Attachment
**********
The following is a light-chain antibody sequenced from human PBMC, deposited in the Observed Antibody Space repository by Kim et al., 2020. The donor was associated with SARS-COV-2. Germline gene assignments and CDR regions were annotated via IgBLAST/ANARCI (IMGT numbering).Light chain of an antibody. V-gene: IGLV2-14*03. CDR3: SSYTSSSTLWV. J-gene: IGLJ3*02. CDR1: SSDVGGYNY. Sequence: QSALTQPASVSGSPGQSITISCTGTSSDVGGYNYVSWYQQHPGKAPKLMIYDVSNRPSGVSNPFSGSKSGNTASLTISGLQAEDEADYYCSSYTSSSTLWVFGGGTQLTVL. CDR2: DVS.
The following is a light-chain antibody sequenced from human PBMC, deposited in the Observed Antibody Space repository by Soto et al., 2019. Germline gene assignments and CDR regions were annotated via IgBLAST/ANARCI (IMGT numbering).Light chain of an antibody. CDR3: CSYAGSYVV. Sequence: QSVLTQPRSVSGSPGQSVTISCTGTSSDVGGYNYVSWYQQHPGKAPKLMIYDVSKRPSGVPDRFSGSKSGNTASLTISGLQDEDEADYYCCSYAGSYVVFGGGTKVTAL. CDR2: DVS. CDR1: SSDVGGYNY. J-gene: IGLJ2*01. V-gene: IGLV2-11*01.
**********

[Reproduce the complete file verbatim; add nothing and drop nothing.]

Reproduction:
The following is a light-chain antibody sequenced from human PBMC, deposited in the Observed Antibody Space repository by Kim et al., 2020. The donor was associated with SARS-COV-2. Germline gene assignments and CDR regions were annotated via IgBLAST/ANARCI (IMGT numbering).Light chain of an antibody. V-gene: IGLV2-14*03. CDR3: SSYTSSSTLWV. J-gene: IGLJ3*02. CDR1: SSDVGGYNY. Sequence: QSALTQPASVSGSPGQSITISCTGTSSDVGGYNYVSWYQQHPGKAPKLMIYDVSNRPSGVSNPFSGSKSGNTASLTISGLQAEDEADYYCSSYTSSSTLWVFGGGTQLTVL. CDR2: DVS.
The following is a light-chain antibody sequenced from human PBMC, deposited in the Observed Antibody Space repository by Soto et al., 2019. Germline gene assignments and CDR regions were annotated via IgBLAST/ANARCI (IMGT numbering).Light chain of an antibody. CDR3: CSYAGSYVV. Sequence: QSVLTQPRSVSGSPGQSVTISCTGTSSDVGGYNYVSWYQQHPGKAPKLMIYDVSKRPSGVPDRFSGSKSGNTASLTISGLQDEDEADYYCCSYAGSYVVFGGGTKVTAL. CDR2: DVS. CDR1: SSDVGGYNY. J-gene: IGLJ2*01. V-gene: IGLV2-11*01.